Health Canada has approved Moderna’s COVID-19 booster shot, in hope of bolstering the country’s defences as the respiratory virus season looms closer.
On Tuesday, the health regulator gave the green light to Moderna’s updated vaccine for all Canadians aged six months and up. The updated Pfizer and Novavax vaccines are still under review.
The mRNA vaccine is tailored to the XBB.1.5 Omicron subvariant that is circulating in the country, but also has additional sequences that target other variants.
The vaccine is expected to rollout in most provinces and territories at the beginning of October, in alignment with the influenza shot.
“Vaccine protection decreases over time, which means many of us are due for another dose. Receiving a shot of the new formulation will help protect people against the variants circulating currently and expected to circulate through the fall and winter,” Health Canada senior medical advisor Dr. Supriya Sharma said during a press conference on Tuesday.
Read more about the updated vaccine and how many doses a person should get.
That’s because this particular strain of bacteria is not only highly infectious, it can act “like acid” on the wall of people’s intestines, explained Dr. Iris Gorfinkel, a family physician based in Toronto.
The bacteria, known as a Shiga toxin-producing E. coli, can cause kidney failure, bloody diarrhea, blood clots and even death, Gorfinkel told Global News’ The Morning Showon Tuesday.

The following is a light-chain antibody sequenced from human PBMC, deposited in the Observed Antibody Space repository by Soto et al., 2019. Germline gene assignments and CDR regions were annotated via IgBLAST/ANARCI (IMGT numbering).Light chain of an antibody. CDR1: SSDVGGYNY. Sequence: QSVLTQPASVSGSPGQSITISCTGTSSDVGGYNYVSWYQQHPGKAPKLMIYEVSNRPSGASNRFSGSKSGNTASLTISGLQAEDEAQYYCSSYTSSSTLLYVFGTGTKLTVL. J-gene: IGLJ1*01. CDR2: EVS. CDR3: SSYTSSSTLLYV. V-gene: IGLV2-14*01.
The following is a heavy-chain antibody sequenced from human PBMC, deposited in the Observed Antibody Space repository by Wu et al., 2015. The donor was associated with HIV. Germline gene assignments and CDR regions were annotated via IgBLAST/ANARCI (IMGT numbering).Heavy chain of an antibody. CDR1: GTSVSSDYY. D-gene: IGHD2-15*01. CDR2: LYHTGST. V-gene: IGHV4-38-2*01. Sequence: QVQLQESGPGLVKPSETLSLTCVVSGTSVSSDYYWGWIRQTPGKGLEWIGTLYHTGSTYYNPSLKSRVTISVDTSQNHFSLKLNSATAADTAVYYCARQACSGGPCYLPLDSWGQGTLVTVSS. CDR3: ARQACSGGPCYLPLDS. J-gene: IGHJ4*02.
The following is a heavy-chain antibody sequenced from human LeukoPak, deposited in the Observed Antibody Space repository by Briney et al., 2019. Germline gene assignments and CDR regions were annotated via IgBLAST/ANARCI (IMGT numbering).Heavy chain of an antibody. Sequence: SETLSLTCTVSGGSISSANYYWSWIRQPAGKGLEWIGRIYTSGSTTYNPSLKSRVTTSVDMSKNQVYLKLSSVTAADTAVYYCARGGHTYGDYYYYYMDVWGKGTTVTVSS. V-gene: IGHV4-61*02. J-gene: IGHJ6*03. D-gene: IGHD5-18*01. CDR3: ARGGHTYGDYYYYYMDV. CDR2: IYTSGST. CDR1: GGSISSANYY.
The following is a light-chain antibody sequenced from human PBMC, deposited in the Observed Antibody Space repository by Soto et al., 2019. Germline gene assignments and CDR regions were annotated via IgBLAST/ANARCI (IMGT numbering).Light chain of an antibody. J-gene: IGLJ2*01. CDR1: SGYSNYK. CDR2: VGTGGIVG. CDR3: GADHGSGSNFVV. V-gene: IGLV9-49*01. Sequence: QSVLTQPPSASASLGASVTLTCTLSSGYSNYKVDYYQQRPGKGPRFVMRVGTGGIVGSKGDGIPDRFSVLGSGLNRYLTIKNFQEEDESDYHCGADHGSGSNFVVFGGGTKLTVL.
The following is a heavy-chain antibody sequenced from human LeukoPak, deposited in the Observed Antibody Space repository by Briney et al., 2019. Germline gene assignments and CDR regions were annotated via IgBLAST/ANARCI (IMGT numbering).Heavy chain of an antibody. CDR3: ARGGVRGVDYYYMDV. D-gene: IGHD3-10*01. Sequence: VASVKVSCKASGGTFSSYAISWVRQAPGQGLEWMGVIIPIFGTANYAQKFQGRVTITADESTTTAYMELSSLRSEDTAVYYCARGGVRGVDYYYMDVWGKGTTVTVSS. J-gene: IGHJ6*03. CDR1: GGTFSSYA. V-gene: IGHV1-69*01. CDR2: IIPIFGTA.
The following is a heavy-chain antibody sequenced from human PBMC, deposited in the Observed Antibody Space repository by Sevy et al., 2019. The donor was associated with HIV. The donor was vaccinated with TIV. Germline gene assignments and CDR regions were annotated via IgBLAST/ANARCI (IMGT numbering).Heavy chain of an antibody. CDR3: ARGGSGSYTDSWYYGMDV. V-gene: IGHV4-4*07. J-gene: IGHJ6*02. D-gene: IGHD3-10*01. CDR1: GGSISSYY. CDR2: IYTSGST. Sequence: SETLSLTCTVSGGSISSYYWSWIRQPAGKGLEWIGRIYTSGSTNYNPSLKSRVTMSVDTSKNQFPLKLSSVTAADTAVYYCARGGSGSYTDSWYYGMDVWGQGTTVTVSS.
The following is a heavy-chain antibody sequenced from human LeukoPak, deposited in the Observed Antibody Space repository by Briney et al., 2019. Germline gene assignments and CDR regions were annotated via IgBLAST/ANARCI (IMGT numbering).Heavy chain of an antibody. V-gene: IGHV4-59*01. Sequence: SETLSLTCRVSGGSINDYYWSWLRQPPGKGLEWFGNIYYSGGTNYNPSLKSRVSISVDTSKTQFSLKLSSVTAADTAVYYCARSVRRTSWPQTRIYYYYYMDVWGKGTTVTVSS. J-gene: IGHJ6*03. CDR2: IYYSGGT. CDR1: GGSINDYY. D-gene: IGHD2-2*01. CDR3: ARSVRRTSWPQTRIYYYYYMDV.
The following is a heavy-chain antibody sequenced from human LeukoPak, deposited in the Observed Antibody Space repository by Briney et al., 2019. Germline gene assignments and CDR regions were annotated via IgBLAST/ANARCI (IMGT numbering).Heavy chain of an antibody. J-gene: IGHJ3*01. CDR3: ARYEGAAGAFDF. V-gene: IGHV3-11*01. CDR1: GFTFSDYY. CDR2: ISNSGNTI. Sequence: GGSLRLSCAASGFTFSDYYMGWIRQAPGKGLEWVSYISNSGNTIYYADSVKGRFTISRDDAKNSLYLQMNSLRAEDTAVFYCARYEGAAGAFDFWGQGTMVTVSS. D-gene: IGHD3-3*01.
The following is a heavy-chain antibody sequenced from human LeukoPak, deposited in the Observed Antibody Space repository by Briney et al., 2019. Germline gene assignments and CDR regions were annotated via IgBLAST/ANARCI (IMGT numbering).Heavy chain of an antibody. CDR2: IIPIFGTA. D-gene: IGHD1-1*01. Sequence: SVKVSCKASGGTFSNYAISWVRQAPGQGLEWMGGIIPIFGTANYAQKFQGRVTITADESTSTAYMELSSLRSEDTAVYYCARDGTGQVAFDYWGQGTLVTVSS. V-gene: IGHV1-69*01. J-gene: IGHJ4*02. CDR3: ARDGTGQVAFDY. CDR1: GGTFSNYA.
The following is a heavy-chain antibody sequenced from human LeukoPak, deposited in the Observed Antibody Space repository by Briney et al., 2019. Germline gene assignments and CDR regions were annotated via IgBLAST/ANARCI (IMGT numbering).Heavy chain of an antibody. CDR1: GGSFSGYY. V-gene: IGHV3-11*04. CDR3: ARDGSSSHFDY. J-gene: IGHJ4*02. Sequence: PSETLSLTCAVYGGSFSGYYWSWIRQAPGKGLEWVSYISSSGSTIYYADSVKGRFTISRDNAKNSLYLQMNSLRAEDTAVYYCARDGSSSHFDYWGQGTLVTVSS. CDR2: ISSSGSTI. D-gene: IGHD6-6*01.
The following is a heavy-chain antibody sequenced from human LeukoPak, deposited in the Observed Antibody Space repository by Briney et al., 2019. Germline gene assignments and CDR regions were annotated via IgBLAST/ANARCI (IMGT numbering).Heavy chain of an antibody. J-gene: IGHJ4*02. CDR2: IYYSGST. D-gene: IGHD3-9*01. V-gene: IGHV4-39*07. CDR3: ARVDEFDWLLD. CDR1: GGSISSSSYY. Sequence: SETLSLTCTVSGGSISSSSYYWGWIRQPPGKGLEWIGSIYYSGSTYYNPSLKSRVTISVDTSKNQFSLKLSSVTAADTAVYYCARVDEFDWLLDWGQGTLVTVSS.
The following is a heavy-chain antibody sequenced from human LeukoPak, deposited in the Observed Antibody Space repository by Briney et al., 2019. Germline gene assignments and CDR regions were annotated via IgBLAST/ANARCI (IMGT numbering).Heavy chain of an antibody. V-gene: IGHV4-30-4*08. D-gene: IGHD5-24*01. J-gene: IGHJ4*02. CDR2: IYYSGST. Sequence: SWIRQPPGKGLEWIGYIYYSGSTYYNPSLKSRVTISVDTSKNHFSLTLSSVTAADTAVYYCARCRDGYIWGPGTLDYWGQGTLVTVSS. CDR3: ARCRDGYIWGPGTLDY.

“Most E. coli is not a concerning disease — we carry E. coli in our intestines — but the problem is the Shiga toxin-producing E. coli. This is different,” she said.
“So if a person ingests as few as 10 of these bacteria, it produces a toxin in the intestine that works like acid on the intestinal wall. It causes initially watery diarrhea, but then because it’s like acid on the wall, it causes bloody diarrhea, and boy does it hurt, a lot of cramping.”
The outbreak in Calgary daycares was first reported on Sept. 4, and since then there have been 329 lab-confirmed cases of bacterial infection related to it. Thirteen children are still in hospital, 10 of whom have hemolytic uremic syndrome — a complication affecting the blood and kidneys. Six of those children are receiving dialysis.
Read more about the E. coli outbreak and how to prevent an infection.
— THE TOPIC —
Are nasal decongestants ineffective?
— WHAT EXPERTS ARE SAYING —
A key ingredient found in oral versions of popular nasal decongestants like Sudafed and Dayquil was deemed ineffective by the United States Food and Drug Administration (FDA) advisory panel on Tuesday.
The advisory panel said the drug in the decongestants, called phenylephrine, has not been shown to improve decongestion.
If the FDA follows through on the panel’s recommendations, Johnson & Johnson, Bayer and other drugmakers could be required to pull their oral medications containing phenylephrine from store shelves.
In Canada, over-the-counter decongestants containing phenylephrine are still available for purchase.
“We actually issued a statement basically saying that in terms of children’s cough and cold medications, we didn’t recommend use of any of them,” Dr. Michael Rieder, a pediatric clinical pharmacologist told Global News.
Phenylephrine as a drug is very poorly absorbed, Rieder explained, and none of the clinical studies conducted by he and his team led to any evidence of its effectiveness in children or adults.
“It doesn’t make you better. You’re going to get better by yourself,” he said. “So the challenge is if they don’t make you feel better, then why take them?”
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